Wednesday, January 12, 2011
Canaletto and Bellotto
The National Gallery's exhibition, Venice: Canaletto and his Rivals, ends on Sunday and is definitely worth a visit. It is fascinating to see the works of Antonio Canal, called Canaletto, (1697-1768) and Bernardo Bellotto (1722-1780), his nephew and pupil, side by side, often of exactly the same view, and to examine their differences and similarities. The audio guide is excellent and explained that ,sadly, there is no recorded information about the relationship between the uncle and his precocious nephew.
By the age of 18, Bellotto could imitate his uncle's style so well that it was difficult to say who was the artist. In the 1740s their painting careers were blighted by the War of the Austrian Succession which deterred the British (their main customers) from making The Grand Tour. They parted company: in 1746 Canaletto moved to England for 9 years and in 1747 Bellotto moved to Dresden for 11 years.
The details are sketchy but we know that Canaletto returned to Venice in 1755, was elected to the Venetian Academy in 1763 and continued to paint until he died in 1768. He died in the same apartment where he was born, with very few possessions so he must have either led an extravagant lifestyle or not capitalised on his good reputation or perhaps his painstaking efforts to produce brilliant paintings (the rate of 4 per year was mentioned, in contrast to some of his rivals who "dashed canvases off") meant that his wealth was slow to accumulate. He never married.
His nephew Bellotto, on the other hand, was invited to paint Dresden and Pirna by King August III of Poland and after his death in 1763, became the court painter for King Stanislaw August Poniatowski in Warsaw. He died in Warsaw in 1780 and I assume he was far wealthier than his uncle.
Monday, January 10, 2011
The King's Speech
I enjoyed The King's Speech but after hearing so many rave reviews, I was left feeling slightly disappointed. Colin Firth, Geoffrey Rush and Helena Bonham-Carter all gave excellent performances and the essence of the film (the Duke of York, who became King George VI, trying to have his stammer cured and his relationship with his maverick Australian speech therapist) worked well. However, this is perhaps the least interesting element of the drama of the times. A far more compelling story is the abdication and the relationship between the two brothers and their wives before and after. Perhaps Tom Hooper could try to address that at a later date?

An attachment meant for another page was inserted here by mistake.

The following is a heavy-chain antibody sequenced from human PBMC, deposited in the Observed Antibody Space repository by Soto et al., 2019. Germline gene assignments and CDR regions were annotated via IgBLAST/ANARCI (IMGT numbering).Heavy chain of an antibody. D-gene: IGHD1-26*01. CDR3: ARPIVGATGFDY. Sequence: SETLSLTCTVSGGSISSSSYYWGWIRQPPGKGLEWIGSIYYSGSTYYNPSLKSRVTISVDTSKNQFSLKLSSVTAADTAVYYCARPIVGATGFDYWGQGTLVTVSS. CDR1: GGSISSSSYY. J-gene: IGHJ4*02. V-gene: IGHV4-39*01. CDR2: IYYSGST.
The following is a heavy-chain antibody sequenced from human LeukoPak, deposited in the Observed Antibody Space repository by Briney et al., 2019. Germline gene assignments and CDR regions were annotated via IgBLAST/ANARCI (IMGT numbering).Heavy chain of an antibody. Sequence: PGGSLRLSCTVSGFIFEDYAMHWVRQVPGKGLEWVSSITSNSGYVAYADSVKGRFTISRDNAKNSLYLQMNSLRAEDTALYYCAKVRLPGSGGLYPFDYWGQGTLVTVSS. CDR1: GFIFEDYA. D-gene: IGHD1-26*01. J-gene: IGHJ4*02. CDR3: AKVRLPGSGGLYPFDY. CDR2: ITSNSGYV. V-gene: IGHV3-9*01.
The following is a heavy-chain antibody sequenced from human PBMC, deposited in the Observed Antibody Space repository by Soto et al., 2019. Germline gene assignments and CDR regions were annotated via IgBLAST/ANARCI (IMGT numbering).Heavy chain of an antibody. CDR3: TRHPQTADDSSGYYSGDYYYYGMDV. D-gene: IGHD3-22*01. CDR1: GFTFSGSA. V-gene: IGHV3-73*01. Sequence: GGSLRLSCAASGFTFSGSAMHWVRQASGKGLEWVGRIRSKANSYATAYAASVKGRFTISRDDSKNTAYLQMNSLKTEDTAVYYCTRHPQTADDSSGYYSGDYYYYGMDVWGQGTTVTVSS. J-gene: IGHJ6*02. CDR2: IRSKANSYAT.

Friday, January 07, 2011
St Distaff's Day
January 7 using to be called, jokingly, St Distaff's Day as it was the first day back to work after Christmas and the village women returned to their spinning wheels. Robert Herrick wrote this ditty about it:
Partly work and partly play
You must on St. Distaff's Day:
From the plough soon free your team;
Then cane home and fother them:
If the maids a-spinning go,
Burn the flax and fire the tow.
Bring in pails of water then,
Let the maids bewash the men.
Give St. Distaff' all the right:
Then bid Christmas sport good night,
And next morrow every one
To his own vocation.
Thursday, January 06, 2011
The Reverend Dr Michael Banner, Dean of Trinity College, Cambridge spoke about Brueghal's Adoration of the Magi on Thought for the Day this morning. In this depiction, the nativity scene is in the bottom left hand corner rather than being the central focus of the painting. The Three Kings do not have much majesty. There are ruins of a cathedral on the right. There are soldiers amongst the crowd. Brueghal's message is that God appears to a broken world, ravaged by war, scarcely noticed by the multitude.
Wednesday, January 05, 2011
Treasures of the Medici
One of the treasures of the Medici currently on display at the Musee Maillol in Paris is Botticelli's Adoration of the Magi. The three wise men depicted are Medici portraits: Cosimo the Elder (1389-1464) and his sons Piero and Giovanni. Meanwhile, Piero's sons Lorenzo and Giuliano watch from the side.
Tuesday, January 04, 2011
2011 is the 400th anniversary of the King James Bible. One of the translators was Lancelet Andrewes (1555-1626), James I's favourite preacher, who was made Bishop of Winchester in 1626 . The translation was done in teams and Andrewes' team was responsible for Genesis - Kings 2. Andrewes' own translation includes the beautiful phrases:
"And the earth was without form, and void; and darkness was upon the face of the deep. And the Spirit of God moved upon the face of the waters."
T.S.Eliot was so inspired by Andrewes' poetic vision that he quoted one of his sermons in his poem The Journey of the Magi:
'A cold coming we had of it,
Just the worst time of the year
For a journey, and such a long journey:
The ways deep and the weather sharp,
The very dead of winter.'